In the early to mid-1970s, Richard Nixon was embroiled in a series of scandals surrounding his conduct as President of the United States. Nixon's downfall surrounded the central issue of the Watergate building break-in, where Nixon operatives stole secret documents. The discovery of this misdoing led to a series of other scandals, including Nixon's unwillingness to release documents related to the Watergate investigation.

Watergate Break-In

In 1972, as Nixon was facing re-election, members of his campaign broke into the Democratic Party's headquarters in the Watergate Building in Washington, D.C. These operatives also bugged the headquarter's phones, which constituted illegal espionage. When the break-in was discovered at the time, no one was immediately aware that the event was connected to the president. It was not until the summer and fall of 1973 that members of the media -- including the Washington Post's Bob Woodward and Carl Bernstein -- began to suspect that the president was involved.

Cover Up

In addition to being accused of involvement with the Watergate break-in, Nixon was also accused of covering up the crime and his connection to it. This involved elaborate schemes, including having accused Nixon aids plead guilty to certain crimes to avoid having to divulge evidence before a trial. As Congress and others began investigating a potential Nixon connection to Watergate, they demanded White House recordings of Nixon's conversations. Nixon, however, refused to offer these tapes, even after the Senate subpoenaed them. In April of 1974, Nixon released some of these tapes but only in edited form.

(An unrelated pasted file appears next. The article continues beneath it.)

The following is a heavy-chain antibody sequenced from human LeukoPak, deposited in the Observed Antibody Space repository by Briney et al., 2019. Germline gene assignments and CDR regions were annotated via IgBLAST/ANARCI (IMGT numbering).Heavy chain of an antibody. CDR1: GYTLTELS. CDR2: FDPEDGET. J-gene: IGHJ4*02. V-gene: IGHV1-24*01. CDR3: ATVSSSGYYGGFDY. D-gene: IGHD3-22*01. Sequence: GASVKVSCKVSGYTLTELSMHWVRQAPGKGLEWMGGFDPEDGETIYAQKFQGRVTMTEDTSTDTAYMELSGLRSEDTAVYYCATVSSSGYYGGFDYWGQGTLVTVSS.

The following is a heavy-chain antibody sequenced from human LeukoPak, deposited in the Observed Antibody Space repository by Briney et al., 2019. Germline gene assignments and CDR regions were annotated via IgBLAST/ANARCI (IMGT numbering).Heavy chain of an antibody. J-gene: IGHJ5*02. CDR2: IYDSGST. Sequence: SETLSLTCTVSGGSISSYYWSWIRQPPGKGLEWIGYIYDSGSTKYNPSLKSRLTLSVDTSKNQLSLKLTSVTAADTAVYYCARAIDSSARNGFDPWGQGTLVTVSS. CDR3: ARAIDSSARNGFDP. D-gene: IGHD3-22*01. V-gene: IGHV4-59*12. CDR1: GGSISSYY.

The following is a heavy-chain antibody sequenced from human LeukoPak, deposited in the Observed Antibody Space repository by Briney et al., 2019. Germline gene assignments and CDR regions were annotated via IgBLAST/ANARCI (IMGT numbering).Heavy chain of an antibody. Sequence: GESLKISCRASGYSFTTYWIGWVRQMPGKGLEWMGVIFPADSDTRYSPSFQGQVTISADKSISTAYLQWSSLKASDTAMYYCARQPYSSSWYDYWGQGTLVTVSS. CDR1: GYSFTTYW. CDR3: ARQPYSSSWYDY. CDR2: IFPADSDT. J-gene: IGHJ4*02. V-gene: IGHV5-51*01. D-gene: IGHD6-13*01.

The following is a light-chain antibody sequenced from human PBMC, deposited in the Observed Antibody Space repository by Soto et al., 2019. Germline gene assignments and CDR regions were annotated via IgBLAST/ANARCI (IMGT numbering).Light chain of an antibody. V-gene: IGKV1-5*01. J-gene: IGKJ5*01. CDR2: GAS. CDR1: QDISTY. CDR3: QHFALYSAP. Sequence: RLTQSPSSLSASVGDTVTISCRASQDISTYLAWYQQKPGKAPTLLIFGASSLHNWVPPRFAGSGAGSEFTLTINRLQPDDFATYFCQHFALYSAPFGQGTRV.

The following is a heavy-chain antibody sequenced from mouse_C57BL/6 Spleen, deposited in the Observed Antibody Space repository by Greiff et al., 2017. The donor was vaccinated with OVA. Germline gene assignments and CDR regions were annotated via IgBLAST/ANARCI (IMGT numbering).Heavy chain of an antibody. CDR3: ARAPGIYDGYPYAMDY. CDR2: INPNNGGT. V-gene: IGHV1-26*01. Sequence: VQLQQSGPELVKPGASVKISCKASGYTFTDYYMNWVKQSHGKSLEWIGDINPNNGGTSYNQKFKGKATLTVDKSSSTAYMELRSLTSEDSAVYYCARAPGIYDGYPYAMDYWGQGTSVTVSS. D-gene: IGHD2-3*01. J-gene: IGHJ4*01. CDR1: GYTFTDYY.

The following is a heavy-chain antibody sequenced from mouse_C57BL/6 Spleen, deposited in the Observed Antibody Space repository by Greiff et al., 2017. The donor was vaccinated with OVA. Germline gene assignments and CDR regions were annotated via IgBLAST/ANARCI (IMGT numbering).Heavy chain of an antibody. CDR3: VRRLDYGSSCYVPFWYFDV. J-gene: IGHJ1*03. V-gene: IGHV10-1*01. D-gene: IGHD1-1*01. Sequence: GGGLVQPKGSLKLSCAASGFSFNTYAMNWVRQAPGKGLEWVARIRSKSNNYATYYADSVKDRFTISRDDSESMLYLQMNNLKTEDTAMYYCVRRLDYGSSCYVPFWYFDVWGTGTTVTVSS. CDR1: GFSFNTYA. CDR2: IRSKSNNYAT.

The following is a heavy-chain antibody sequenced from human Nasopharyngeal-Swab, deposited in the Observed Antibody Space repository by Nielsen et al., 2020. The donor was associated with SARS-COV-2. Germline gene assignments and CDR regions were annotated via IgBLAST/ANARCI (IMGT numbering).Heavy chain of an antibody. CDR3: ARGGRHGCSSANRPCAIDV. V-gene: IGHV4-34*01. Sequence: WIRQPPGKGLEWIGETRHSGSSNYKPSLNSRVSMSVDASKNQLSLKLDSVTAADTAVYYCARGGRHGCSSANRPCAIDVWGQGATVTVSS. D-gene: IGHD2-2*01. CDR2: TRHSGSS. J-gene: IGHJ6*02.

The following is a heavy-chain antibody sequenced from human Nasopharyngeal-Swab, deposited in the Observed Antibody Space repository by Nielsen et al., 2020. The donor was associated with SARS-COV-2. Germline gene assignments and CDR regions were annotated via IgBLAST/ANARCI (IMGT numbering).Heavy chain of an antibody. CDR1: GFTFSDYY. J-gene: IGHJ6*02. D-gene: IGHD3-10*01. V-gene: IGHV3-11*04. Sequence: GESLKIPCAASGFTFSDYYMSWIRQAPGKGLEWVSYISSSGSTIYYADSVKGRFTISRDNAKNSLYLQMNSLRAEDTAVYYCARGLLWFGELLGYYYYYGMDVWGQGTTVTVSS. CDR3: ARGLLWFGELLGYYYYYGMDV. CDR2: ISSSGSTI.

Abuse of Power

As part of Nixon's coverup of the Watergate scandal, the president made use of important government resources like the CIA. In particular, the president tried to use the CIA to inhibit the FBI's investigation of the president and Watergate. This went beyond a mere cover-up into a severe abuse of presidential power. Nixon's firing of staff members who were uncooperative with the president's handling of the investigation was also considered an infringement of authority.

Impeachment and Resignation

The accusations against Nixon came to a head in July 1974 when the House of Representatives voted to impeach the president for obstruction of justice, abuse of power, criminal cover-up and several violations of the U.S. Constitution. Because of the obvious criminal nature of the acts Nixon was accused of committing, many thought the president's removal from office was assured. Instead of enduring trial, Nixon announced that he would resign the office of president on August 8, 1974, becoming the first president in history to resign.